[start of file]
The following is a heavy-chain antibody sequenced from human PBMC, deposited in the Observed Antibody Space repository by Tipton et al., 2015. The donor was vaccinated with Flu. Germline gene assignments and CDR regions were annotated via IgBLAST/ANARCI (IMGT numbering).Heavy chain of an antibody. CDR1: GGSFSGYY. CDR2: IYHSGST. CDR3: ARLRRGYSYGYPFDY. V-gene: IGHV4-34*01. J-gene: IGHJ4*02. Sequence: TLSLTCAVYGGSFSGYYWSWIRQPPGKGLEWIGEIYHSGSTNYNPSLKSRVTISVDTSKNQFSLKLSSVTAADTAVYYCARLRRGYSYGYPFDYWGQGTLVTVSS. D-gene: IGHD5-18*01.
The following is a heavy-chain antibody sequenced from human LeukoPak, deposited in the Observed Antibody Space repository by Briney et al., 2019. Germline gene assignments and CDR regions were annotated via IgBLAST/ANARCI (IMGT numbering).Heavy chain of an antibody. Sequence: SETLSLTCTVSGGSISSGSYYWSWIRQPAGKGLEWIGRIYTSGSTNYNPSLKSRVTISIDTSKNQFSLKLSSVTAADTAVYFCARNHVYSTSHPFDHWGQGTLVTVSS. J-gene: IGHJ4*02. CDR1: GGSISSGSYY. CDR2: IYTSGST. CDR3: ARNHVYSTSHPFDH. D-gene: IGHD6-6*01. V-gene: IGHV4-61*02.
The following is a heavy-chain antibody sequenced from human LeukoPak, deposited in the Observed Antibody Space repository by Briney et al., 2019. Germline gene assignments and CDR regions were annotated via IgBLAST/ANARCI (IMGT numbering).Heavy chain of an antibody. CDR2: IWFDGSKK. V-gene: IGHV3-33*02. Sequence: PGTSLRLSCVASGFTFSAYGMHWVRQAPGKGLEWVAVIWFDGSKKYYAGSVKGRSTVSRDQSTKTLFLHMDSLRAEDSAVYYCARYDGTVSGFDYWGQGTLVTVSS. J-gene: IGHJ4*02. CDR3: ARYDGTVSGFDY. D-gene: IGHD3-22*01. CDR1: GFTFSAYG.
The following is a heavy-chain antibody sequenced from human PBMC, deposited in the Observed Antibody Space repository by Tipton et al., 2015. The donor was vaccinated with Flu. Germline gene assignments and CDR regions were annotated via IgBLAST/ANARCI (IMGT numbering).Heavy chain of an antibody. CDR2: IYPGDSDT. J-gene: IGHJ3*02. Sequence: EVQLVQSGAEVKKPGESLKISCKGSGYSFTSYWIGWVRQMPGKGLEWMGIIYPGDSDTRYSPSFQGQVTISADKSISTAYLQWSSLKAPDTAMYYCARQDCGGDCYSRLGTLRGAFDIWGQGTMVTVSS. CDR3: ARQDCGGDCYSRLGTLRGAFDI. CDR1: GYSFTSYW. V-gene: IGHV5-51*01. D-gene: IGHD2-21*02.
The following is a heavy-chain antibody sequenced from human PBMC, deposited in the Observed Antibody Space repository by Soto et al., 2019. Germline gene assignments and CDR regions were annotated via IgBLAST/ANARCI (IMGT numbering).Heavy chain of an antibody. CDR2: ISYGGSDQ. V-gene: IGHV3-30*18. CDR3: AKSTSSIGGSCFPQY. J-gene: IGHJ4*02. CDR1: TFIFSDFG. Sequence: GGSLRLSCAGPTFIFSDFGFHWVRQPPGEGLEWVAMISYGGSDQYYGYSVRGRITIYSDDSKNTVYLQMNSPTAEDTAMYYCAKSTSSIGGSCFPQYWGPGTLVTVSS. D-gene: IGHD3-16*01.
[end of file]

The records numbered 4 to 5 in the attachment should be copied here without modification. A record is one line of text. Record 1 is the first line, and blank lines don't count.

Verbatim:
The following is a heavy-chain antibody sequenced from human PBMC, deposited in the Observed Antibody Space repository by Tipton et al., 2015. The donor was vaccinated with Flu. Germline gene assignments and CDR regions were annotated via IgBLAST/ANARCI (IMGT numbering).Heavy chain of an antibody. CDR2: IYPGDSDT. J-gene: IGHJ3*02. Sequence: EVQLVQSGAEVKKPGESLKISCKGSGYSFTSYWIGWVRQMPGKGLEWMGIIYPGDSDTRYSPSFQGQVTISADKSISTAYLQWSSLKAPDTAMYYCARQDCGGDCYSRLGTLRGAFDIWGQGTMVTVSS. CDR3: ARQDCGGDCYSRLGTLRGAFDI. CDR1: GYSFTSYW. V-gene: IGHV5-51*01. D-gene: IGHD2-21*02.
The following is a heavy-chain antibody sequenced from human PBMC, deposited in the Observed Antibody Space repository by Soto et al., 2019. Germline gene assignments and CDR regions were annotated via IgBLAST/ANARCI (IMGT numbering).Heavy chain of an antibody. CDR2: ISYGGSDQ. V-gene: IGHV3-30*18. CDR3: AKSTSSIGGSCFPQY. J-gene: IGHJ4*02. CDR1: TFIFSDFG. Sequence: GGSLRLSCAGPTFIFSDFGFHWVRQPPGEGLEWVAMISYGGSDQYYGYSVRGRITIYSDDSKNTVYLQMNSPTAEDTAMYYCAKSTSSIGGSCFPQYWGPGTLVTVSS. D-gene: IGHD3-16*01.